MPs skip House for hustings
Among friends: Greens Scott Ludlam campaigning at Leighton beach. Picture: Michael Wilson/The West Australian

Federal politicians are regularly wagging Parliament to campaign in the WA Senate election.

The two most vulnerable incumbents, Labor's Louise Pratt and Greens Senator Scott Ludlam, chose to stay away from Canberra for parliamentary sittings yesterday.

Taxpayers are also footing the bill for Opposition frontbenchers to fly to Perth during sitting weeks to campaign for Labor's candidates.

Since the Senate-only election was announced on February 28, shadow health minister Catherine King - on March 6 - and shadow employment minister Brendan O'Connor - yesterday - have opted for Perth over Parliament.

Shadow education minister Kate Ellis will skip Parliament later this week to campaign in WA.

Shadow ministers can claim $400 a night in travel allowance when in Perth, as well as charge taxpayers for the cost of the return flight.

Senator Pratt, who lost her seat on the disputed re-count, had her last day in the Senate on March 5. Senator Ludlam has attended just two of the past eight sittings.

Liberal senators David Johnston and Michaelia Cash also missed Parliament yesterday but were not campaigning. Senator Johnston has been on ministerial duties in Perth and Senator Cash was ill.

Senator Johnston was absent last week for defence talks in Indonesia but both ministers otherwise have attended Parliament since the election was called.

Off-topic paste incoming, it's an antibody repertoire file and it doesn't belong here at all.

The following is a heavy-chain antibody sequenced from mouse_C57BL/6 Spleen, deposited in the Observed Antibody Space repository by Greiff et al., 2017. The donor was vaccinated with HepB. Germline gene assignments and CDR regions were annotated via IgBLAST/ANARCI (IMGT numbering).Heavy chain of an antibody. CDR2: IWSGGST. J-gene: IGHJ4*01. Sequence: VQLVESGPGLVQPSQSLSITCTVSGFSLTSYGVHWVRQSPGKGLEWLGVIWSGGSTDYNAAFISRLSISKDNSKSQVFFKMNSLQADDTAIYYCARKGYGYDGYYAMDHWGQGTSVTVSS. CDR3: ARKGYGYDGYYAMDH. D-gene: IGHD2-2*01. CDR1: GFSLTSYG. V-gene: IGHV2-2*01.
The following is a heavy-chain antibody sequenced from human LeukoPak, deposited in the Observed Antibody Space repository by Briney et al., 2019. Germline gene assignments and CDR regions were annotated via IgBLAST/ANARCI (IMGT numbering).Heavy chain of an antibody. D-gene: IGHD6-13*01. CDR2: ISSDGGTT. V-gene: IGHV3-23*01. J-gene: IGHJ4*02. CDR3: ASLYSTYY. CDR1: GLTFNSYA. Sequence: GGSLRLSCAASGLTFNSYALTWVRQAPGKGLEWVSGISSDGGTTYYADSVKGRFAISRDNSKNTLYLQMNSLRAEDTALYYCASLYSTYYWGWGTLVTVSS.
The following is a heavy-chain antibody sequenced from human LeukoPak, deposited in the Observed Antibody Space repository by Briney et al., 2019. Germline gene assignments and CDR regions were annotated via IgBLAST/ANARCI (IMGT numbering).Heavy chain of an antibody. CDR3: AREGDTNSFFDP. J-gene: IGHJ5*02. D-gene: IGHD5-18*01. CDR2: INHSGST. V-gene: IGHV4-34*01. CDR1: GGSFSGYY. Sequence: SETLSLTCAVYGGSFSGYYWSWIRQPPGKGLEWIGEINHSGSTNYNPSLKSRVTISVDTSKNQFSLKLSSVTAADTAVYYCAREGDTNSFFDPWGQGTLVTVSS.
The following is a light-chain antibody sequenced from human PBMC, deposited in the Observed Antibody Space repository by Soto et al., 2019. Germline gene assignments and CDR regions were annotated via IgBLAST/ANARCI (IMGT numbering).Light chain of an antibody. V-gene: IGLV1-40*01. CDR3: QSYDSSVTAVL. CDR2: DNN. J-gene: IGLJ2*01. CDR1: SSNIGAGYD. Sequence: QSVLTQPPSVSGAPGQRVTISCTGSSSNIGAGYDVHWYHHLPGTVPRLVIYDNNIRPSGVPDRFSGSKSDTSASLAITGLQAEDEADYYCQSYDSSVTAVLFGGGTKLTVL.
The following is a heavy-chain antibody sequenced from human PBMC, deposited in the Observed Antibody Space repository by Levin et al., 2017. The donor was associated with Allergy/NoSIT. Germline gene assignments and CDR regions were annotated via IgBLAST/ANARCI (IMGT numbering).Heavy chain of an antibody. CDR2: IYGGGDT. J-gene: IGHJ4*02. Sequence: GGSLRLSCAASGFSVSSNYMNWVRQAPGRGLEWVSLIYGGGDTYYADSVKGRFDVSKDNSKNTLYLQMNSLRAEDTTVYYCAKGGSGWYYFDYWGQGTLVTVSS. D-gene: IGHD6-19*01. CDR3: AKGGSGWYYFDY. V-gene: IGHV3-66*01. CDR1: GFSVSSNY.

"Both senators Cash and Johnston will be in Canberra and Perth during this parliamentary sitting week," a government spokeswoman said.

WA political expert Dr Harry Phillips said politicians' traditional priority should be to attend Parliament rather than electioneer "but it is such an unusual circumstance new conventions are being established".

"If one party takes a different view they can get better publicity being in Perth on that day that is what pushes the envelope and they don't want to concede an obvious advantage," he said.

Labor frontbenchers defended their absence from Parliament.

"If there's one thing I know, West Australians prefer to be talked with in WA rather than yelled at from Canberra," Mr O'Connor said.

Senator Ludlam said he had argued the by-election should be held in May to avoid a clash with sittings.

"I have been back to Canberra during the campaign for some of the sitting days and Budget estimate sessions but it is in WA that the voters are and not Canberra," he said.

The West Australian

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